Gurgaon Police Conducts Drive To Make Students Aware Of Cyber Crimes & Deactivates Their Facebook Accounts

Gurgaon police have deactivated the Facebook accounts of 1200 school students to prevent them from being distracted, along support from school staff and cyber expert Rakshit Tandon

facebook_security IAMAI

As per India Today, the Gurgaon police have deactivated the Facebook accounts of 1200 school students to prevent them from being distracted. Students upto Class X are being made aware of cyber crimes and their Facebook accounts deactivated.

Nearly 23 schools including the likes of DPS, Lotus Valley, Ajanta Public School, Shiv Naeer, Sri Ram, Blue Bells, CCA schools and more from DLF, Sushant Lok, Sohna Road, Sector 56, Sector 43, Old Gurgaon are cooperating with the police.

The deactivation drive has been guided by cyber expert Rakshit Tandon, while students and their guardians are made aware of cyber crime and the punishments associated with it. The school principals have given strict orders to keep students away from social sites.

A private research firm from Delhi had conducted a survey on 1000 students in 12 schools earlier and had found that ‘the performance of students without a Facebook account was 15-20 per cent better than the students who did not have social media accounts.

“Social sites are necessary, but the kids end up doing wrong things there. This drive to make them aware of the dangers,” Police Commissioner Alok Mittal said on the deactivation drive.

Deactivating their students’ accounts on Facebook has been reported in many schools as a measure to protect their online safety. Earlier last year, a 13-year old student from Vidya Niketan in Bangalore had complained of being bullied on social media, which led to the school asking parents of their students in class 1 to 10 to ensure their social networking accounts were deactivated.

Some schools were reported to have asked their students to delete their Facebook account altogether. Last October, prestigious schools in Bangalore including Delhi Public School, St John High School and Vidya Niketan Public School had asked students to delete their Facebook account, following concerns of online safety and addiction to social networking.

While school principals are cooperating with the police and cyber crime experts in having their students stay away from Facebook, the social networking giant, on its part, is also actively working on being a responsible social network. Last September, Facebook published a guide to help educators and the community better support teens accessing the social network.

The 16-page PDF document ‘Facebook for Educators and Community leaders‘ created with the help of experts in safety, covers various aspects of understanding teens and their attitude towards social media, Facebook’s Community Standards with guidelines that govern how the billion users of the network interact with each other in a safe manner, reporting abuse, preventing bullying, controlling your privacy, online security, safe mobile usage and right app settings.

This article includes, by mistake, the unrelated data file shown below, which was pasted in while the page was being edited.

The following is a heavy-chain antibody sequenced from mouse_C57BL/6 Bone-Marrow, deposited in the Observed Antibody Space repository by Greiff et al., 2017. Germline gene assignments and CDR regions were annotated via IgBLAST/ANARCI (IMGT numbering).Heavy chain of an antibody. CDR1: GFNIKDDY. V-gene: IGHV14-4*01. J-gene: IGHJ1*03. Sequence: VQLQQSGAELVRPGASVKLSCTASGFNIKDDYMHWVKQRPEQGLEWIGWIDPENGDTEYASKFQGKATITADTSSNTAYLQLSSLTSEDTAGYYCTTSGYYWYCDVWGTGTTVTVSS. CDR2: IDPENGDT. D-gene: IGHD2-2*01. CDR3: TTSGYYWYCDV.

Additionally, Facebook teamed up with Internet and Mobile Association of India (IAMAI) to bring Internet Safety Education programs for students between the age group of 13 to 17. The partnership announced last year will have Facebook safety specialists work with IAMAI trainers on safety content and participate in the training programs by IAMAI called ‘Safe Surfing’.

The education programs train children, teachers and parents on how to reap maximum benefits from internet while not compromising on their safety and security.

While the internet and social networks are rife with cases of cyber bullying, sexual harassment, child predators, it is also a space leading teenagers to suffer from low self esteem. Talking on the psychological impact of social networks on students, Leena Swamy, Prinicpal of Royal Concorde International school had stated that students often suffer from low self esteem ”because they see some pictures, or some peer going on a holiday and they are not.”

Social networks, especially Facebook has thrown up some tough challenges for everyone involved in the nurturing of young impressionable minds. Parents, schools, and Facebook itself is working towards curbing the menace that it may lead to, but apparently every party is resorting to its own means to tackle the situation.

Awareness or deactivation? What should be the ideal way for handling Facebook related distraction, low self-esteem, bullying and abuse in school students?